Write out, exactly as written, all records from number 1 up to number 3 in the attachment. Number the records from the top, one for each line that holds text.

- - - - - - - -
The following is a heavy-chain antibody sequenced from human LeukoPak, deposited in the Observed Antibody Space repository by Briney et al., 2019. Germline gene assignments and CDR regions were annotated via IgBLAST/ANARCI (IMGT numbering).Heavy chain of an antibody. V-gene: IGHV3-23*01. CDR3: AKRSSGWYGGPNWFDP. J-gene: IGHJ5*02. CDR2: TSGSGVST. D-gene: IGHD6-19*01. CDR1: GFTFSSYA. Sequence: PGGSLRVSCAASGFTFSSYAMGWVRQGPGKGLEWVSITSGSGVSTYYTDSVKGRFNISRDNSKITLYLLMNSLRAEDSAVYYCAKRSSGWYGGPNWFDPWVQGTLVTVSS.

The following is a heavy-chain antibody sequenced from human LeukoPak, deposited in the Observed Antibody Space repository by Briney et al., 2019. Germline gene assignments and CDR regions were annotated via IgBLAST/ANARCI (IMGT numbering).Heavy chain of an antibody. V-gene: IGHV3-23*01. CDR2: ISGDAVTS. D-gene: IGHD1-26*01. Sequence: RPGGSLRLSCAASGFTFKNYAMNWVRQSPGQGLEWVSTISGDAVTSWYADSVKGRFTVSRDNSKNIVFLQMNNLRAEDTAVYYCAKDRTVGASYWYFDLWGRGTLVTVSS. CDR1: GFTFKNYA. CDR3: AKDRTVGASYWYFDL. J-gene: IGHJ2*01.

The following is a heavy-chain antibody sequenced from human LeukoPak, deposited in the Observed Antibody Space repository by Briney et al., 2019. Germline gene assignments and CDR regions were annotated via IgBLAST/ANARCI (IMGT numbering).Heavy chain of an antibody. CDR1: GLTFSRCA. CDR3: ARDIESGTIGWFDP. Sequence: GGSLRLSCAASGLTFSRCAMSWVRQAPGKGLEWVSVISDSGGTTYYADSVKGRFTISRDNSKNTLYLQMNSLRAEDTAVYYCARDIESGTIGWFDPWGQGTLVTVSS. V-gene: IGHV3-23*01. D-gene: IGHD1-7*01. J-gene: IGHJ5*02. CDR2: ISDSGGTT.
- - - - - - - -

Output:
The following is a heavy-chain antibody sequenced from human LeukoPak, deposited in the Observed Antibody Space repository by Briney et al., 2019. Germline gene assignments and CDR regions were annotated via IgBLAST/ANARCI (IMGT numbering).Heavy chain of an antibody. V-gene: IGHV3-23*01. CDR3: AKRSSGWYGGPNWFDP. J-gene: IGHJ5*02. CDR2: TSGSGVST. D-gene: IGHD6-19*01. CDR1: GFTFSSYA. Sequence: PGGSLRVSCAASGFTFSSYAMGWVRQGPGKGLEWVSITSGSGVSTYYTDSVKGRFNISRDNSKITLYLLMNSLRAEDSAVYYCAKRSSGWYGGPNWFDPWVQGTLVTVSS.

The following is a heavy-chain antibody sequenced from human LeukoPak, deposited in the Observed Antibody Space repository by Briney et al., 2019. Germline gene assignments and CDR regions were annotated via IgBLAST/ANARCI (IMGT numbering).Heavy chain of an antibody. V-gene: IGHV3-23*01. CDR2: ISGDAVTS. D-gene: IGHD1-26*01. Sequence: RPGGSLRLSCAASGFTFKNYAMNWVRQSPGQGLEWVSTISGDAVTSWYADSVKGRFTVSRDNSKNIVFLQMNNLRAEDTAVYYCAKDRTVGASYWYFDLWGRGTLVTVSS. CDR1: GFTFKNYA. CDR3: AKDRTVGASYWYFDL. J-gene: IGHJ2*01.

The following is a heavy-chain antibody sequenced from human LeukoPak, deposited in the Observed Antibody Space repository by Briney et al., 2019. Germline gene assignments and CDR regions were annotated via IgBLAST/ANARCI (IMGT numbering).Heavy chain of an antibody. CDR1: GLTFSRCA. CDR3: ARDIESGTIGWFDP. Sequence: GGSLRLSCAASGLTFSRCAMSWVRQAPGKGLEWVSVISDSGGTTYYADSVKGRFTISRDNSKNTLYLQMNSLRAEDTAVYYCARDIESGTIGWFDPWGQGTLVTVSS. V-gene: IGHV3-23*01. D-gene: IGHD1-7*01. J-gene: IGHJ5*02. CDR2: ISDSGGTT.